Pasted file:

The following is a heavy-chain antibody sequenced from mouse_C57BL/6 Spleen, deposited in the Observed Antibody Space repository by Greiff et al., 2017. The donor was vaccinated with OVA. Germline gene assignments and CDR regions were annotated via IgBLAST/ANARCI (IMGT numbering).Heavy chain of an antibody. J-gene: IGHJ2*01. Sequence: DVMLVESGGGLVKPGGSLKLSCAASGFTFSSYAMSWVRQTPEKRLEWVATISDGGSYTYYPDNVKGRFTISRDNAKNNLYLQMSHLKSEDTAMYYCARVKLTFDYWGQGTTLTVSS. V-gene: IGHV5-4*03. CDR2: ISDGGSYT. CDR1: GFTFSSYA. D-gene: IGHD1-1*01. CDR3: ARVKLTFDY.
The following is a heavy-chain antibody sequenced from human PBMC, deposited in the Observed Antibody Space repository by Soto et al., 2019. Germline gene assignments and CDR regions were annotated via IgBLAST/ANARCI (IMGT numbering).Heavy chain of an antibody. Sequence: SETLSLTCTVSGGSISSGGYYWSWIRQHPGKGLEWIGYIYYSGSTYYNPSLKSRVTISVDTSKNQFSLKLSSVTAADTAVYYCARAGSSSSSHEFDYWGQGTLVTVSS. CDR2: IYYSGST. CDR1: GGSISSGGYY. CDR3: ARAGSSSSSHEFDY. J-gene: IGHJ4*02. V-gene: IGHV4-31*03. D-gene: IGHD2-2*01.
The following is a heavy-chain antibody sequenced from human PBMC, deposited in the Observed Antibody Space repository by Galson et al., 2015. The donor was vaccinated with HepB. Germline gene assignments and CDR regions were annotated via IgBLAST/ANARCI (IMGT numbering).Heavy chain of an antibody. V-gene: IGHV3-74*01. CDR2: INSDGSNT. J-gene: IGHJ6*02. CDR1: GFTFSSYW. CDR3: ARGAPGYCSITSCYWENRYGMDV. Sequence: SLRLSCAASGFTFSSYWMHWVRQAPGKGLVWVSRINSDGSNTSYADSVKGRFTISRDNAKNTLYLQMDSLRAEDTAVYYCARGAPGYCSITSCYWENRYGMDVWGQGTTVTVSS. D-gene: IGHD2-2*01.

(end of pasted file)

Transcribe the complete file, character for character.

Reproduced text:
The following is a heavy-chain antibody sequenced from mouse_C57BL/6 Spleen, deposited in the Observed Antibody Space repository by Greiff et al., 2017. The donor was vaccinated with OVA. Germline gene assignments and CDR regions were annotated via IgBLAST/ANARCI (IMGT numbering).Heavy chain of an antibody. J-gene: IGHJ2*01. Sequence: DVMLVESGGGLVKPGGSLKLSCAASGFTFSSYAMSWVRQTPEKRLEWVATISDGGSYTYYPDNVKGRFTISRDNAKNNLYLQMSHLKSEDTAMYYCARVKLTFDYWGQGTTLTVSS. V-gene: IGHV5-4*03. CDR2: ISDGGSYT. CDR1: GFTFSSYA. D-gene: IGHD1-1*01. CDR3: ARVKLTFDY.
The following is a heavy-chain antibody sequenced from human PBMC, deposited in the Observed Antibody Space repository by Soto et al., 2019. Germline gene assignments and CDR regions were annotated via IgBLAST/ANARCI (IMGT numbering).Heavy chain of an antibody. Sequence: SETLSLTCTVSGGSISSGGYYWSWIRQHPGKGLEWIGYIYYSGSTYYNPSLKSRVTISVDTSKNQFSLKLSSVTAADTAVYYCARAGSSSSSHEFDYWGQGTLVTVSS. CDR2: IYYSGST. CDR1: GGSISSGGYY. CDR3: ARAGSSSSSHEFDY. J-gene: IGHJ4*02. V-gene: IGHV4-31*03. D-gene: IGHD2-2*01.
The following is a heavy-chain antibody sequenced from human PBMC, deposited in the Observed Antibody Space repository by Galson et al., 2015. The donor was vaccinated with HepB. Germline gene assignments and CDR regions were annotated via IgBLAST/ANARCI (IMGT numbering).Heavy chain of an antibody. V-gene: IGHV3-74*01. CDR2: INSDGSNT. J-gene: IGHJ6*02. CDR1: GFTFSSYW. CDR3: ARGAPGYCSITSCYWENRYGMDV. Sequence: SLRLSCAASGFTFSSYWMHWVRQAPGKGLVWVSRINSDGSNTSYADSVKGRFTISRDNAKNTLYLQMDSLRAEDTAVYYCARGAPGYCSITSCYWENRYGMDVWGQGTTVTVSS. D-gene: IGHD2-2*01.